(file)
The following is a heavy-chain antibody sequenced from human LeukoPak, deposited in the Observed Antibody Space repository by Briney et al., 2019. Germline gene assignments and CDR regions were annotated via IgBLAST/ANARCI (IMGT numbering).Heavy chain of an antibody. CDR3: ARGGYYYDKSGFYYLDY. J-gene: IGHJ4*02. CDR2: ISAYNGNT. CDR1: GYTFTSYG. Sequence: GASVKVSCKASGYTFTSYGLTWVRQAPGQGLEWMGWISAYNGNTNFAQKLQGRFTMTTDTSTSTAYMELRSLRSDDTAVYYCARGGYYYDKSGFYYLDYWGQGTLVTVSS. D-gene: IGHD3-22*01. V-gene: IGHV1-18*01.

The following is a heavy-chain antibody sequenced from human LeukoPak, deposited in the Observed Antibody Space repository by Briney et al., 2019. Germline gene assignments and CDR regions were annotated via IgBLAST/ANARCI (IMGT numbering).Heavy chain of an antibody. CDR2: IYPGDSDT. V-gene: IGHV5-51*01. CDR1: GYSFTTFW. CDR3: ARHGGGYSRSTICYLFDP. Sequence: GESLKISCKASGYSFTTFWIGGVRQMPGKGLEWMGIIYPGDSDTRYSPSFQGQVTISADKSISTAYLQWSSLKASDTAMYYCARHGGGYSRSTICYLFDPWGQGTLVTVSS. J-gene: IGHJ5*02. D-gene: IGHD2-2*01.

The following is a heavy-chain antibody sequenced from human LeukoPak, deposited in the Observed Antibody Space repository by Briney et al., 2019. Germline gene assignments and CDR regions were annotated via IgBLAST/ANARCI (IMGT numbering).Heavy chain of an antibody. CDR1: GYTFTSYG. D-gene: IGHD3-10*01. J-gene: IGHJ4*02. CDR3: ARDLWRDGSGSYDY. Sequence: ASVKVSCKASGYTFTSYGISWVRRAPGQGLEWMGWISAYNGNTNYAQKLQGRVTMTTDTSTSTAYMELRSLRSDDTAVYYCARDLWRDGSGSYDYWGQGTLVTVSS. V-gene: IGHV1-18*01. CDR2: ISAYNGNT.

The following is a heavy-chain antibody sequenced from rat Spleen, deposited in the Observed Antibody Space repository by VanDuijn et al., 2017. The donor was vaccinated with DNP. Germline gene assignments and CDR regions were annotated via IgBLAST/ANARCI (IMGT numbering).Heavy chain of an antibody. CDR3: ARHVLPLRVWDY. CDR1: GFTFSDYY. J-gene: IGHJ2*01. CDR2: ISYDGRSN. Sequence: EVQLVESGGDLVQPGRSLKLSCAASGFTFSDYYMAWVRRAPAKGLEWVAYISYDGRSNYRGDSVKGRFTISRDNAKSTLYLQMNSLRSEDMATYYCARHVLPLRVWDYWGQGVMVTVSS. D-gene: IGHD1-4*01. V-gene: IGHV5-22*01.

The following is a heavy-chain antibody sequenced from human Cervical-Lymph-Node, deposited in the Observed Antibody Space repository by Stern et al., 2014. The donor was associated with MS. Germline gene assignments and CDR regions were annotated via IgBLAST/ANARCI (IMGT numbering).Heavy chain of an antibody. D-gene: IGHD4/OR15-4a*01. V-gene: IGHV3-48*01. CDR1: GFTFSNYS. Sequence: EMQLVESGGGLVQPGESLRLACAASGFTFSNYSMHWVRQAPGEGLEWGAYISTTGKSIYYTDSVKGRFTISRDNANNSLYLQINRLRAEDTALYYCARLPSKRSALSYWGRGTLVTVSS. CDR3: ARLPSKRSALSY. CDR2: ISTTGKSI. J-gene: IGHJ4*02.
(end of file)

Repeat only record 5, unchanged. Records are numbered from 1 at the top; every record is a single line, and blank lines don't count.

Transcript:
The following is a heavy-chain antibody sequenced from human Cervical-Lymph-Node, deposited in the Observed Antibody Space repository by Stern et al., 2014. The donor was associated with MS. Germline gene assignments and CDR regions were annotated via IgBLAST/ANARCI (IMGT numbering).Heavy chain of an antibody. D-gene: IGHD4/OR15-4a*01. V-gene: IGHV3-48*01. CDR1: GFTFSNYS. Sequence: EMQLVESGGGLVQPGESLRLACAASGFTFSNYSMHWVRQAPGEGLEWGAYISTTGKSIYYTDSVKGRFTISRDNANNSLYLQINRLRAEDTALYYCARLPSKRSALSYWGRGTLVTVSS. CDR3: ARLPSKRSALSY. CDR2: ISTTGKSI. J-gene: IGHJ4*02.